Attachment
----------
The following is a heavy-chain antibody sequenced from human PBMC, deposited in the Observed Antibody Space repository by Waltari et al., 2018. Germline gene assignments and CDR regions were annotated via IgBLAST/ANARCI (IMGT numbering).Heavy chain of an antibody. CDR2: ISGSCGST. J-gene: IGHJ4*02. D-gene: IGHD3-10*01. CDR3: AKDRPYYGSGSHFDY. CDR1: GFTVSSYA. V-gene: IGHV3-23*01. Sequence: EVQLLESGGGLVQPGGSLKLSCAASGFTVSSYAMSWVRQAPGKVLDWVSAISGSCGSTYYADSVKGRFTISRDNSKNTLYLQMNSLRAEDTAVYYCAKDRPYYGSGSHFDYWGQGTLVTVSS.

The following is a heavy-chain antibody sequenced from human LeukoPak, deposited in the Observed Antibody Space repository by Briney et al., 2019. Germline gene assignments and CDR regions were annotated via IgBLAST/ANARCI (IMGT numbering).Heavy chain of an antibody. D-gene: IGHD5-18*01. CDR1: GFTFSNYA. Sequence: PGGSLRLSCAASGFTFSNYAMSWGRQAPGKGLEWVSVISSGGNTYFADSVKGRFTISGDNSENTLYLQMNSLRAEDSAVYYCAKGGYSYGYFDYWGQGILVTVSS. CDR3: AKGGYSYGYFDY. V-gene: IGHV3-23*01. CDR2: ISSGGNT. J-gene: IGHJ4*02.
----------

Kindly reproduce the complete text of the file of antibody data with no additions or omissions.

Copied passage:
The following is a heavy-chain antibody sequenced from human PBMC, deposited in the Observed Antibody Space repository by Waltari et al., 2018. Germline gene assignments and CDR regions were annotated via IgBLAST/ANARCI (IMGT numbering).Heavy chain of an antibody. CDR2: ISGSCGST. J-gene: IGHJ4*02. D-gene: IGHD3-10*01. CDR3: AKDRPYYGSGSHFDY. CDR1: GFTVSSYA. V-gene: IGHV3-23*01. Sequence: EVQLLESGGGLVQPGGSLKLSCAASGFTVSSYAMSWVRQAPGKVLDWVSAISGSCGSTYYADSVKGRFTISRDNSKNTLYLQMNSLRAEDTAVYYCAKDRPYYGSGSHFDYWGQGTLVTVSS.

The following is a heavy-chain antibody sequenced from human LeukoPak, deposited in the Observed Antibody Space repository by Briney et al., 2019. Germline gene assignments and CDR regions were annotated via IgBLAST/ANARCI (IMGT numbering).Heavy chain of an antibody. D-gene: IGHD5-18*01. CDR1: GFTFSNYA. Sequence: PGGSLRLSCAASGFTFSNYAMSWGRQAPGKGLEWVSVISSGGNTYFADSVKGRFTISGDNSENTLYLQMNSLRAEDSAVYYCAKGGYSYGYFDYWGQGILVTVSS. CDR3: AKGGYSYGYFDY. V-gene: IGHV3-23*01. CDR2: ISSGGNT. J-gene: IGHJ4*02.